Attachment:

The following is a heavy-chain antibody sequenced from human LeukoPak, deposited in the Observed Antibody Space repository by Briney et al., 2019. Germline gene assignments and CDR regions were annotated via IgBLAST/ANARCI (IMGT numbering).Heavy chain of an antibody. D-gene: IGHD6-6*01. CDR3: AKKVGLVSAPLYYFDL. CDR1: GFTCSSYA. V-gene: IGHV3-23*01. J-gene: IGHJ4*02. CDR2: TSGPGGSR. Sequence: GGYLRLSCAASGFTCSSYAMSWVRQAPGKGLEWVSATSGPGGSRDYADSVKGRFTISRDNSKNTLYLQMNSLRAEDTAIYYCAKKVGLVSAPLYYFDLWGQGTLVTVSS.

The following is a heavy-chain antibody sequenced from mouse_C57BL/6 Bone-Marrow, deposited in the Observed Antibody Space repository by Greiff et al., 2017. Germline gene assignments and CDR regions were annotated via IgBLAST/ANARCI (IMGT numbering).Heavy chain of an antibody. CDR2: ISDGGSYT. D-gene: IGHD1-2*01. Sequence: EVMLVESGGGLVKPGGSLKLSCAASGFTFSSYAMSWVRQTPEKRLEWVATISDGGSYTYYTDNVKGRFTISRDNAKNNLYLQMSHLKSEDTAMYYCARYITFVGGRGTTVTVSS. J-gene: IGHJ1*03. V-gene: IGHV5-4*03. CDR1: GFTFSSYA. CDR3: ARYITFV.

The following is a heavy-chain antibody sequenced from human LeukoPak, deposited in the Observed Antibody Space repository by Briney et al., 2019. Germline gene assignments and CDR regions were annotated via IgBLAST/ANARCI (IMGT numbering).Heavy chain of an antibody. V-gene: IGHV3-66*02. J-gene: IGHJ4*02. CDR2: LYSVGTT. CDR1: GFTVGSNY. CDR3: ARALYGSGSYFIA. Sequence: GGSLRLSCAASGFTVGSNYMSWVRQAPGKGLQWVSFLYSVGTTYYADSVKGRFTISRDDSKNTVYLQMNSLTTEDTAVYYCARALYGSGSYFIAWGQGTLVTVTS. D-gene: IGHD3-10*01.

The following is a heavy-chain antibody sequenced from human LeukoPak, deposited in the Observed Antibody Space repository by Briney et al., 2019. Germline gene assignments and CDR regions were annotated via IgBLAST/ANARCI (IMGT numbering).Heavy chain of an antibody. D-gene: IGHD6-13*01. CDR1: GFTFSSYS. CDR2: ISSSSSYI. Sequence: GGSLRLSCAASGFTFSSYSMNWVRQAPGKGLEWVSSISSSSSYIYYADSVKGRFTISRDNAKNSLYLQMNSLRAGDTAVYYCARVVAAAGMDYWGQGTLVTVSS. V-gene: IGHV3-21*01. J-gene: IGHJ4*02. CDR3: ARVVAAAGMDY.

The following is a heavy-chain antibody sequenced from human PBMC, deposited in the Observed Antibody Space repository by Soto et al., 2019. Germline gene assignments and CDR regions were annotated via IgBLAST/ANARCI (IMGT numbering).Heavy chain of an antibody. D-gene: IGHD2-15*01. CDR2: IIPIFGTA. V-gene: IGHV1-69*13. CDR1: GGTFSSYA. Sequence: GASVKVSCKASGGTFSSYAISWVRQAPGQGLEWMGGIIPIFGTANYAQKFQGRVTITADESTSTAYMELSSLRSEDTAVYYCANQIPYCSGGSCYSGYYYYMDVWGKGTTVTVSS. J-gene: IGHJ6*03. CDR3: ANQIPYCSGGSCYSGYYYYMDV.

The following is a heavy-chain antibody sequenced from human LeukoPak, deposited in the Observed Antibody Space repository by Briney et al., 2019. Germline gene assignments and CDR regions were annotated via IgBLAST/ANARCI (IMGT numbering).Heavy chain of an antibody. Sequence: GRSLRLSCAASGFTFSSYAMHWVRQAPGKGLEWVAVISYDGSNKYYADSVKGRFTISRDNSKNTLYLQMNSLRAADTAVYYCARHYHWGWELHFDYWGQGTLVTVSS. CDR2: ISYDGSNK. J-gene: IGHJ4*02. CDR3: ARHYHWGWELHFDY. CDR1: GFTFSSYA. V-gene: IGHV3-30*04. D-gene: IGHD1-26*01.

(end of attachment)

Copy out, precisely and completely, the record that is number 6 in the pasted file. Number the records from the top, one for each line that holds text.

The following is a heavy-chain antibody sequenced from human LeukoPak, deposited in the Observed Antibody Space repository by Briney et al., 2019. Germline gene assignments and CDR regions were annotated via IgBLAST/ANARCI (IMGT numbering).Heavy chain of an antibody. Sequence: GRSLRLSCAASGFTFSSYAMHWVRQAPGKGLEWVAVISYDGSNKYYADSVKGRFTISRDNSKNTLYLQMNSLRAADTAVYYCARHYHWGWELHFDYWGQGTLVTVSS. CDR2: ISYDGSNK. J-gene: IGHJ4*02. CDR3: ARHYHWGWELHFDY. CDR1: GFTFSSYA. V-gene: IGHV3-30*04. D-gene: IGHD1-26*01.